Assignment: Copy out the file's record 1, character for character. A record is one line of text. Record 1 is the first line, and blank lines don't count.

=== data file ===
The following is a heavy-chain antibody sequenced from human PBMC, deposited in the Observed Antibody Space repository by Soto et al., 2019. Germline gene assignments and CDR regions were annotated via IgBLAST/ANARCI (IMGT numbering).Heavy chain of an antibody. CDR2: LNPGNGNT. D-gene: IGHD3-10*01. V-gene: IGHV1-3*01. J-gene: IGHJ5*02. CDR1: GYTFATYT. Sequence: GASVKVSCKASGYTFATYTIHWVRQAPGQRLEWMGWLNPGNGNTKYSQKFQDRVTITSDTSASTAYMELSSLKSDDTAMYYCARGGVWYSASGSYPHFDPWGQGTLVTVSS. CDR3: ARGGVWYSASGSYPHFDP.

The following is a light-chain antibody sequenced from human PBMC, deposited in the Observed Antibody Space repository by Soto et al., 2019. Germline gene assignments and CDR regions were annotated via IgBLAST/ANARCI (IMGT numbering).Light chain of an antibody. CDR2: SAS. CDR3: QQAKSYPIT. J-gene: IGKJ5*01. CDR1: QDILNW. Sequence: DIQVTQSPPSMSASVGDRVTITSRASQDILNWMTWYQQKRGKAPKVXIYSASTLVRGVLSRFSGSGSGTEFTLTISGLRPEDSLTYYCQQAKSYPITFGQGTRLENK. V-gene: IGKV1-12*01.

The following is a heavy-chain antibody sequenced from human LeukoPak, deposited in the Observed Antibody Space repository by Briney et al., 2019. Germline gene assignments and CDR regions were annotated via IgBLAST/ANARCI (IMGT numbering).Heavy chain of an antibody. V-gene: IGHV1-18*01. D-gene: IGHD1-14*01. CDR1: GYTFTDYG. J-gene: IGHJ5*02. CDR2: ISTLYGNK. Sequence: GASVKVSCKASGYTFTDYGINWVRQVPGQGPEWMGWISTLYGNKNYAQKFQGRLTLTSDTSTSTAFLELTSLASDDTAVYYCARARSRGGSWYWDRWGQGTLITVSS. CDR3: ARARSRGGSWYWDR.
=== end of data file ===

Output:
The following is a heavy-chain antibody sequenced from human PBMC, deposited in the Observed Antibody Space repository by Soto et al., 2019. Germline gene assignments and CDR regions were annotated via IgBLAST/ANARCI (IMGT numbering).Heavy chain of an antibody. CDR2: LNPGNGNT. D-gene: IGHD3-10*01. V-gene: IGHV1-3*01. J-gene: IGHJ5*02. CDR1: GYTFATYT. Sequence: GASVKVSCKASGYTFATYTIHWVRQAPGQRLEWMGWLNPGNGNTKYSQKFQDRVTITSDTSASTAYMELSSLKSDDTAMYYCARGGVWYSASGSYPHFDPWGQGTLVTVSS. CDR3: ARGGVWYSASGSYPHFDP.